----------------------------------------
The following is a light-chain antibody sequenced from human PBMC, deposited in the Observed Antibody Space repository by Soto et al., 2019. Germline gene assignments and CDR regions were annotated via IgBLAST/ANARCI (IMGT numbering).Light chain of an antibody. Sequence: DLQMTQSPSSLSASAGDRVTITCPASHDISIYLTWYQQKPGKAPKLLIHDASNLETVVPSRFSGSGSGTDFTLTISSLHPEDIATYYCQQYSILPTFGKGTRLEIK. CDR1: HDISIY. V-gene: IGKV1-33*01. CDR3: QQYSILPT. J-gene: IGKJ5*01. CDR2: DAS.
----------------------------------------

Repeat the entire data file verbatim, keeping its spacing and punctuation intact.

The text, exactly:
The following is a light-chain antibody sequenced from human PBMC, deposited in the Observed Antibody Space repository by Soto et al., 2019. Germline gene assignments and CDR regions were annotated via IgBLAST/ANARCI (IMGT numbering).Light chain of an antibody. Sequence: DLQMTQSPSSLSASAGDRVTITCPASHDISIYLTWYQQKPGKAPKLLIHDASNLETVVPSRFSGSGSGTDFTLTISSLHPEDIATYYCQQYSILPTFGKGTRLEIK. CDR1: HDISIY. V-gene: IGKV1-33*01. CDR3: QQYSILPT. J-gene: IGKJ5*01. CDR2: DAS.